As for the movie world mutations that are typically (often instantly) triggered by radioactive poisoning, they’re not real-world certified either. Even with survivors of the Hiroshima and Nagasaki bombs, who suffered massive doses, the extraordinary congenital and visible mutations like you’d see in a mainstream movie just don’t exist. Radiation exposure does bring a higher risk of cancer and several severe health issues, but leading scientists say that it doesn’t cause an entire species to rapidly and inevitably mutate. And getting bitten by a radioactive spider definitely won’t imbue you with Spidey superpowers.

But say you are exposed to intense radiation, or some kind of unknown but contagious disease… In a sci-fi movie you’d easily be afforded enough time to pass it onto at least one or two people, even once the danger is known. In real life, if someone is even suspected of having a deadly, contagious condition they’re immediately isolated. If people just followed quarantine procedure properly, the events in films like “Alien” or “Life” wouldn’t have unfolded quite as catastrophically. Admittedly in “Alien”, Ripley does try her best to follow the safety guidelines, but in the series prequels they all seem more than happy to just carry on as though the obvious threat doesn’t exist. And on a related note, sci-fi folks are all too often all too eager to take off their helmets, as though breathable air is a given. Even if it is, breathable air doesn’t mean a planet is safe. There could be any number of unidentified pathogens and diseases out there. But, plot advancement conquers common sense, in this case.

Last of all, if the alien worlds aren’t scientifically suspicious, then the aliens themselves probably are. As with AI, we obviously don’t have much scientific proof that aliens would be this way or that way, or that they even exist – though the ever-increasing majority of scientists suggest that they do. Nevertheless, many have argued that large swathes of what science-fiction says about aliens is more than likely wrong. There’s a presumption that we’d be able to communicate in some way, and that the aliens would show up with either world domination in mind or a mission to share their technology, but some say that this simply would not be the case. Any alien visitors may be so technologically advanced and far-removed from what we’re used to in terms of intelligent life – i.e., ourselves – that they may be completely incomprehensible to us. And they’d probably feel quite indifferent about us. As for how they’d look, it’s clearly anyone’s guess – though we all have our personal sci-fi preferences, don’t we.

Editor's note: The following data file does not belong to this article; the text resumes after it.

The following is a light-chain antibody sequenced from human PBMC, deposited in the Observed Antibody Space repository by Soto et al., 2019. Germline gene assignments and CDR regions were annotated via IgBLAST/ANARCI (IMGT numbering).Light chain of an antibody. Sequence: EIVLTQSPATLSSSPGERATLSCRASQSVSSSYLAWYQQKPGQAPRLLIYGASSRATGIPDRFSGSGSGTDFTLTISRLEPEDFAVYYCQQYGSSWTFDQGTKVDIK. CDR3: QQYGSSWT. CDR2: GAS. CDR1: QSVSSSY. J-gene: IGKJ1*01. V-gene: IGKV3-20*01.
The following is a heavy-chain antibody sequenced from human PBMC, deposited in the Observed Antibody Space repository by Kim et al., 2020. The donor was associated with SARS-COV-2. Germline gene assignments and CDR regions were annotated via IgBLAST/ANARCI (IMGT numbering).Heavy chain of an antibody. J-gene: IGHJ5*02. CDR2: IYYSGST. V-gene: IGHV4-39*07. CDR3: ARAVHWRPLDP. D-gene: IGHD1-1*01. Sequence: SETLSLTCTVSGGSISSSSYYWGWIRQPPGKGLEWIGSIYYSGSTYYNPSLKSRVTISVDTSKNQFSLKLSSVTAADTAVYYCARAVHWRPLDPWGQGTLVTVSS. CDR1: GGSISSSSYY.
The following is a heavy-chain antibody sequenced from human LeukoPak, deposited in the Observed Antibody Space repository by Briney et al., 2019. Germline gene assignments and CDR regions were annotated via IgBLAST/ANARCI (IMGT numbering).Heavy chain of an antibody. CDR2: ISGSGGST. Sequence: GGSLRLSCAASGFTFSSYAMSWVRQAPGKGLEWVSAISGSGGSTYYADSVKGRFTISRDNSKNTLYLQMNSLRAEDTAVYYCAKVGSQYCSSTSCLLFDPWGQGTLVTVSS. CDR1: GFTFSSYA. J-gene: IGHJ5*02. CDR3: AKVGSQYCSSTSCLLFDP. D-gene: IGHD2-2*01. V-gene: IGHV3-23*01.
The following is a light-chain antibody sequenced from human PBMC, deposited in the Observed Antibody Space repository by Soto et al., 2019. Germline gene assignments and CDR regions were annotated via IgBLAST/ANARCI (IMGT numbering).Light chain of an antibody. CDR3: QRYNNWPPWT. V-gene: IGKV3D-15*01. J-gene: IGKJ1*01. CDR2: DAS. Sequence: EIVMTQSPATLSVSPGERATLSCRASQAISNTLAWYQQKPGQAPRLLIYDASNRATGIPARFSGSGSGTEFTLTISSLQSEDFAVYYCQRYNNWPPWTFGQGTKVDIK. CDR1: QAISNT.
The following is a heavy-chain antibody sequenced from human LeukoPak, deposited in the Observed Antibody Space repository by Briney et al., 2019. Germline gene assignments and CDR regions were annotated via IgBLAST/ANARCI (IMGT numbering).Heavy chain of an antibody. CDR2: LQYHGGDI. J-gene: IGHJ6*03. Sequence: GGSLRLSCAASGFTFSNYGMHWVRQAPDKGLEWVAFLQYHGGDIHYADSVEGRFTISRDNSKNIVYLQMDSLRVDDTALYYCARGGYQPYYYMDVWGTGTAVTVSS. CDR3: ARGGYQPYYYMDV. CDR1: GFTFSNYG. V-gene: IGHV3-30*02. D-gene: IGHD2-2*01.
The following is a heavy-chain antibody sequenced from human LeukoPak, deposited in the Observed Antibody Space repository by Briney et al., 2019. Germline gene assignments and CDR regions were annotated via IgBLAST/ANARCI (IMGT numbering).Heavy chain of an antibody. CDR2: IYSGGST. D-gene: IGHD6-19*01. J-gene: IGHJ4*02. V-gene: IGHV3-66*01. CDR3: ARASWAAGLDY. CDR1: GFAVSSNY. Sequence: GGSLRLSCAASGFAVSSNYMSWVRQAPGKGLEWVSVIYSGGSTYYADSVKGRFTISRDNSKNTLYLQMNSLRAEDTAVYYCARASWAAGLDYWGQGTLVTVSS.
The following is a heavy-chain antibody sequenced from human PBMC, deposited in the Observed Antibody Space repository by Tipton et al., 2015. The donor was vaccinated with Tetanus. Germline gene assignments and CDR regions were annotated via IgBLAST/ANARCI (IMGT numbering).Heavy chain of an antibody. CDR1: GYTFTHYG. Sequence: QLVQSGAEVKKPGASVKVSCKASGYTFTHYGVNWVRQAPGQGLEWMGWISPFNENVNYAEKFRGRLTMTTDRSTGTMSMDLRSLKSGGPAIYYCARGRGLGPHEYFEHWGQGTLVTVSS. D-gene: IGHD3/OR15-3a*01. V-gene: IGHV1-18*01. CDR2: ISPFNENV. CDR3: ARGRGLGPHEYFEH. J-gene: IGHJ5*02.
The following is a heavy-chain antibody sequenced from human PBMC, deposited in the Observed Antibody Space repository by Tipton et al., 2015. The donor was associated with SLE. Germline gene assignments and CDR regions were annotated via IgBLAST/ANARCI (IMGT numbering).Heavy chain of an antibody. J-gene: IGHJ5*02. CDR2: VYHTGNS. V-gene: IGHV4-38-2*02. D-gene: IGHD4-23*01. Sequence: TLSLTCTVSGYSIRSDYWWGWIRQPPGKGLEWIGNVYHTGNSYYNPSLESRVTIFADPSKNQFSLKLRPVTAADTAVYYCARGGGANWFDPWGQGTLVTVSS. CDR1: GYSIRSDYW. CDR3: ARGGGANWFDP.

Ultimately, science-fiction is all about suspending your disbelief. But some films require suspending it far further than others. Even the esteemed “Interstellar” with its noted focus on realism makes a few mistakes here and there, and an intergalactic romp like “Star Wars” makes no apologies for its sensationalist science. All in, an apparent lack of accuracy has rarely made a sci-fi flick feel less enjoyable. After all, where would we be without our ridiculously mutated monsters, murderous robots, dramatic dogfights, and adorably friendly aliens from another world? Our DVD collections would definitely be quite dull!